November heat records could be broken today as the mercury climbs across New South Wales — and there is no southerly change due until Sunday afternoon.
Helen Kirkup from the Bureau of Meteorology said Western Sydney would swelter, with Richmond, Penrith, Blacktown and Liverpool forecast to hit 41 degrees Celsius.
"For the city, we've currently got the maximum forecast at 39C, but I wouldn't rule out that it could go slightly higher as the westerly winds keep pushing the sea breeze out," she said.
"Tomorrow the westerly will come right through to the coast, so temperatures between the high 30s and well past 40C are expected until the change comes through."
Ms Kirkup said weather records were expected to be broken as the hot weather set in overnight and stuck around for much of Sunday.
"We are borderline [breaking] records for November across the Sydney Metropolitan area, places up in the Hunter," she said.
"We think the strong westerly wind that's coming through will actually stop temperatures dropping overnight."
Inland NSW is experiencing temperatures between 40C and 45C today, with Broken Hill expected to reach 44C and Wilcannia 45C.
"The potential of grass fires starting is probably the biggest concern," Ms Kirkup said.
A total fire ban has been declared for parts of New South Wales today due to the hot and windy conditions.
No fires can be lit in the Lower Central West Plains, Eastern Riverina, Southern Riverina, and Northern Riverina regions.
Total fire bans are also in place across parts of Victoria, South Australia and Queensland.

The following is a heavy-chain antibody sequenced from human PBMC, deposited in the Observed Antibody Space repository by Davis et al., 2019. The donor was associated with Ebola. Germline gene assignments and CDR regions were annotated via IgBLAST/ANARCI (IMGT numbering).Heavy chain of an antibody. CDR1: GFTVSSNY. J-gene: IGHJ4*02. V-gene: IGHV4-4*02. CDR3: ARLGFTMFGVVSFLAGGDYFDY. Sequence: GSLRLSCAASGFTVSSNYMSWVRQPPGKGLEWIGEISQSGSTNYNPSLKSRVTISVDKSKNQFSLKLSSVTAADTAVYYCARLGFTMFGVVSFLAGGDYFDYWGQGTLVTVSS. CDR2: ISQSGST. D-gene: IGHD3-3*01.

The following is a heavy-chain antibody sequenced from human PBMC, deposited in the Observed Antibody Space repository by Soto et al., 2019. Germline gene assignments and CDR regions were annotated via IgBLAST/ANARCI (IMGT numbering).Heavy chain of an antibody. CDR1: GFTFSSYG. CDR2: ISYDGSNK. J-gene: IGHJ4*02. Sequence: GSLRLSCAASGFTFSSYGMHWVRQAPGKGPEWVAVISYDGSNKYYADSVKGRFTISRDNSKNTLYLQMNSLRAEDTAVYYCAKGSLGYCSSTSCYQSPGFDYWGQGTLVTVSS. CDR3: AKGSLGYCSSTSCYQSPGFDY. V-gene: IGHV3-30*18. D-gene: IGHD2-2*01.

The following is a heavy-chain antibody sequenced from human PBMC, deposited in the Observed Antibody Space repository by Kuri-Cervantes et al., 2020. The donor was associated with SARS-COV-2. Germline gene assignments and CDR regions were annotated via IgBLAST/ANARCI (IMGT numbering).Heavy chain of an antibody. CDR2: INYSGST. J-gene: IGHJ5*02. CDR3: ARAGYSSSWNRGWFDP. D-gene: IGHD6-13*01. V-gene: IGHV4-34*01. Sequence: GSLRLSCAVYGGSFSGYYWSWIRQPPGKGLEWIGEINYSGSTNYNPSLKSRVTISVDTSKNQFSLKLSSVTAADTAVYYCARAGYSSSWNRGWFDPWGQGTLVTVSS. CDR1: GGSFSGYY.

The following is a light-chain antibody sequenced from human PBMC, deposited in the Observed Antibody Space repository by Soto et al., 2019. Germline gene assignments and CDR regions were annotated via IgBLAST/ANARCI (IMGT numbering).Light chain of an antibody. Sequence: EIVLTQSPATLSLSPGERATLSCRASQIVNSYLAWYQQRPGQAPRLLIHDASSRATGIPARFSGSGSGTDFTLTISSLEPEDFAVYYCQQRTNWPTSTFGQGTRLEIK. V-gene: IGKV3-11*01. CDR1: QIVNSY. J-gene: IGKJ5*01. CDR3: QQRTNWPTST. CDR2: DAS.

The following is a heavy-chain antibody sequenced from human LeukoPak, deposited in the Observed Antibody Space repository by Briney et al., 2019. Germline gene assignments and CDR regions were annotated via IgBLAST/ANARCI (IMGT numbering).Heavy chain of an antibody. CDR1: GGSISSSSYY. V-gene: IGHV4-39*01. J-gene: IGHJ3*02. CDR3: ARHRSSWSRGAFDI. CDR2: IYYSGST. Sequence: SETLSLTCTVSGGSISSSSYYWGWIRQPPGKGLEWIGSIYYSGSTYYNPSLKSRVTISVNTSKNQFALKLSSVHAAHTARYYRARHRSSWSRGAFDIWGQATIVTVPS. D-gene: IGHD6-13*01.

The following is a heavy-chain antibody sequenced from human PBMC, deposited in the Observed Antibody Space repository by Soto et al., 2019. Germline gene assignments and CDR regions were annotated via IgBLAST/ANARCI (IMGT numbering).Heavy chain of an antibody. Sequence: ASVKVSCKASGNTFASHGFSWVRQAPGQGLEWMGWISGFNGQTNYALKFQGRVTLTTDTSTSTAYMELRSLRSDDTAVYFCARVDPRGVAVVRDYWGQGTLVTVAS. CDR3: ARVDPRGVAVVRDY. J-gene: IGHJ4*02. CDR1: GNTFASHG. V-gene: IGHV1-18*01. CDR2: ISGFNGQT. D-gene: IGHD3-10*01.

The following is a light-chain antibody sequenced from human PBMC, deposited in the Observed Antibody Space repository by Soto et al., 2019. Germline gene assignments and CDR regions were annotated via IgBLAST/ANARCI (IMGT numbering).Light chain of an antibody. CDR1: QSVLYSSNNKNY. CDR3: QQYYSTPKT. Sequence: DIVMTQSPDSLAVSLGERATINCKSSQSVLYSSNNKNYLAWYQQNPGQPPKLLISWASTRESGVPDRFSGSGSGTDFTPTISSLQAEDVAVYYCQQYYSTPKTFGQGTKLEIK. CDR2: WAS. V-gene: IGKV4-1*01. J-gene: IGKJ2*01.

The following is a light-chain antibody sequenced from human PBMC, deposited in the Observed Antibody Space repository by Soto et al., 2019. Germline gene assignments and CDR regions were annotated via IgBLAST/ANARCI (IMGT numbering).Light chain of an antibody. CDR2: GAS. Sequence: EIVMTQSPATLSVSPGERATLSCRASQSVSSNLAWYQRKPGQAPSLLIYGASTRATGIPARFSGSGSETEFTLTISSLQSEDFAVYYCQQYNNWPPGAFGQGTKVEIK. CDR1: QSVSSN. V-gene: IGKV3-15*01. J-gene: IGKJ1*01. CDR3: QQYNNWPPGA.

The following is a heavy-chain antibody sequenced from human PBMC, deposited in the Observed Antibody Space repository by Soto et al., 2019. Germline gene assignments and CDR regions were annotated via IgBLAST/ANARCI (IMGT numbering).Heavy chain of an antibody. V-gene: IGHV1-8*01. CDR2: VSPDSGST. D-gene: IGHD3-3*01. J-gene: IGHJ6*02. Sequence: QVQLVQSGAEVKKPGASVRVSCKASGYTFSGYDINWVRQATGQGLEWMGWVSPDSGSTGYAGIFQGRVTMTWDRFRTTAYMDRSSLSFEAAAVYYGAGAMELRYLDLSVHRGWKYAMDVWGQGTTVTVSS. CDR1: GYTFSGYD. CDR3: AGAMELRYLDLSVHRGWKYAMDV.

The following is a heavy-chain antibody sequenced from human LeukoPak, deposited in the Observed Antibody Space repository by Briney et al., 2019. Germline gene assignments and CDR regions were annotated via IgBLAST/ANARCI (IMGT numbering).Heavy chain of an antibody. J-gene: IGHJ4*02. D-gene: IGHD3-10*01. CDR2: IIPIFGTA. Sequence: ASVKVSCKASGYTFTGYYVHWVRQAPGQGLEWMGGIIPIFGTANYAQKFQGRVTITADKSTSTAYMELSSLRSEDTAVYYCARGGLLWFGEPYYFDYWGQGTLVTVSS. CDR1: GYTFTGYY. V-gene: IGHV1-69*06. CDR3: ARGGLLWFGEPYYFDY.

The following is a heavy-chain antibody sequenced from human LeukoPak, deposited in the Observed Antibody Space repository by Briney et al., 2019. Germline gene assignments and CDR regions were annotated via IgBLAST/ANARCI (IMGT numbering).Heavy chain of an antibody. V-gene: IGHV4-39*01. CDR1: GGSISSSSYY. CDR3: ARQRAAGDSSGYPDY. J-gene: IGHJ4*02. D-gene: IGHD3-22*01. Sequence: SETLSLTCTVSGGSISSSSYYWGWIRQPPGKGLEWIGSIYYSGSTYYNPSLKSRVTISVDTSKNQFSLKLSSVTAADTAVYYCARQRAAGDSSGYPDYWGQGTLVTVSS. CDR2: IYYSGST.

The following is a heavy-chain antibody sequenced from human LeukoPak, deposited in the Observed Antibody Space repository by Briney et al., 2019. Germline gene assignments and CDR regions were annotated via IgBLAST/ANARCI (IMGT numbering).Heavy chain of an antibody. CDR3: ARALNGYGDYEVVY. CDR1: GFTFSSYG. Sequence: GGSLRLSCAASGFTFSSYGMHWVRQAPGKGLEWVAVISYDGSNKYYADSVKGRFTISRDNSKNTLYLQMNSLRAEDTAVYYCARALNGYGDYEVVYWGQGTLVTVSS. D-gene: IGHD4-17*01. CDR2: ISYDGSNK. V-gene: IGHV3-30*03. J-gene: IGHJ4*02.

Rural Fire Service Commissioner Rob Rogers warned the rapid spread of grass fires could catch people unawares.
"If those fires do start, particularly in those grassland areas, they'll move really, really quickly," he said.
"People don't want to get caught in front of a grassfire.
"They're different to a bushfire. They burn really hot really quick."
Beachgoers were encouraged to socially distance today by keeping one towel-length away from people who are not part of their household.
At Manly Beach, in Sydney's North Shore, the sand was partitioned to allow people access to the water.
George Shales from Surf Life Saving New South Wales said tomorrow's cool change could bring hazards to coastal spots, with fisherman and boaters encouraged to be careful.
"It's really important, conditions on coastal fringes are changing and they can change very quickly so please ensure what your level of competence is," he said.